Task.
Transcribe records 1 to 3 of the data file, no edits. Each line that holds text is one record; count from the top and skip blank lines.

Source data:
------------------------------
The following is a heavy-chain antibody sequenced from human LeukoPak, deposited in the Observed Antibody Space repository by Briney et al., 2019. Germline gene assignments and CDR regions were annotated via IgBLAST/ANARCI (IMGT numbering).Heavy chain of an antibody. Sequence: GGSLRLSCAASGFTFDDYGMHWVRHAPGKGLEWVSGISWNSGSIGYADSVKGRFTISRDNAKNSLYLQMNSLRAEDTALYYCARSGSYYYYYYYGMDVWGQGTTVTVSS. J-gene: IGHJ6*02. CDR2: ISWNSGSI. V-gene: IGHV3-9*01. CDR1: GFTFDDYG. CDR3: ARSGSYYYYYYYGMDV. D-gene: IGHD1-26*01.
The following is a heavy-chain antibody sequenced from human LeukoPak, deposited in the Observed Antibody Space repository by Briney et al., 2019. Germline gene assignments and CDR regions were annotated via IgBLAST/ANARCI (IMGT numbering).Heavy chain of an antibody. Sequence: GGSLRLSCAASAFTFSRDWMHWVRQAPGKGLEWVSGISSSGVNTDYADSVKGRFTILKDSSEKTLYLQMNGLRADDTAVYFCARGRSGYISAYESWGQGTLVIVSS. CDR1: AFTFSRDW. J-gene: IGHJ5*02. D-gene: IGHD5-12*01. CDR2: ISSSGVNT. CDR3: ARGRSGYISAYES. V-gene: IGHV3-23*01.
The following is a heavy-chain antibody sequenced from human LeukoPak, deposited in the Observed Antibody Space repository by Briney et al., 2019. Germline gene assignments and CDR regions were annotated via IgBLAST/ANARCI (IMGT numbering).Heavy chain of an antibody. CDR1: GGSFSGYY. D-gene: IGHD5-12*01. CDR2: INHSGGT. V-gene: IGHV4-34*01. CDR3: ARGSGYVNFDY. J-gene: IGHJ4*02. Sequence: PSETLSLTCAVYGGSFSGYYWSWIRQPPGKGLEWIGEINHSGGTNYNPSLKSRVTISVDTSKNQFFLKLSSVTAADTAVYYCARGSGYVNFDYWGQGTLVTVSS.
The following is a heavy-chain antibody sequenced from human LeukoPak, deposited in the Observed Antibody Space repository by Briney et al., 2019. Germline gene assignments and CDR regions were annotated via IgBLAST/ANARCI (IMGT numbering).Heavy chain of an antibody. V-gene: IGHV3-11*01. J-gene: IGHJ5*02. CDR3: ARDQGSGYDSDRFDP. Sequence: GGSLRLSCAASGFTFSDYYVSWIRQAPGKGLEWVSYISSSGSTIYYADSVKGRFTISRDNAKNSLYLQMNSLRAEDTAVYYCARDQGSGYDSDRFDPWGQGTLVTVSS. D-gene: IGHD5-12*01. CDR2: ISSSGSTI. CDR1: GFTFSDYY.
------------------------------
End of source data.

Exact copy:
The following is a heavy-chain antibody sequenced from human LeukoPak, deposited in the Observed Antibody Space repository by Briney et al., 2019. Germline gene assignments and CDR regions were annotated via IgBLAST/ANARCI (IMGT numbering).Heavy chain of an antibody. Sequence: GGSLRLSCAASGFTFDDYGMHWVRHAPGKGLEWVSGISWNSGSIGYADSVKGRFTISRDNAKNSLYLQMNSLRAEDTALYYCARSGSYYYYYYYGMDVWGQGTTVTVSS. J-gene: IGHJ6*02. CDR2: ISWNSGSI. V-gene: IGHV3-9*01. CDR1: GFTFDDYG. CDR3: ARSGSYYYYYYYGMDV. D-gene: IGHD1-26*01.
The following is a heavy-chain antibody sequenced from human LeukoPak, deposited in the Observed Antibody Space repository by Briney et al., 2019. Germline gene assignments and CDR regions were annotated via IgBLAST/ANARCI (IMGT numbering).Heavy chain of an antibody. Sequence: GGSLRLSCAASAFTFSRDWMHWVRQAPGKGLEWVSGISSSGVNTDYADSVKGRFTILKDSSEKTLYLQMNGLRADDTAVYFCARGRSGYISAYESWGQGTLVIVSS. CDR1: AFTFSRDW. J-gene: IGHJ5*02. D-gene: IGHD5-12*01. CDR2: ISSSGVNT. CDR3: ARGRSGYISAYES. V-gene: IGHV3-23*01.
The following is a heavy-chain antibody sequenced from human LeukoPak, deposited in the Observed Antibody Space repository by Briney et al., 2019. Germline gene assignments and CDR regions were annotated via IgBLAST/ANARCI (IMGT numbering).Heavy chain of an antibody. CDR1: GGSFSGYY. D-gene: IGHD5-12*01. CDR2: INHSGGT. V-gene: IGHV4-34*01. CDR3: ARGSGYVNFDY. J-gene: IGHJ4*02. Sequence: PSETLSLTCAVYGGSFSGYYWSWIRQPPGKGLEWIGEINHSGGTNYNPSLKSRVTISVDTSKNQFFLKLSSVTAADTAVYYCARGSGYVNFDYWGQGTLVTVSS.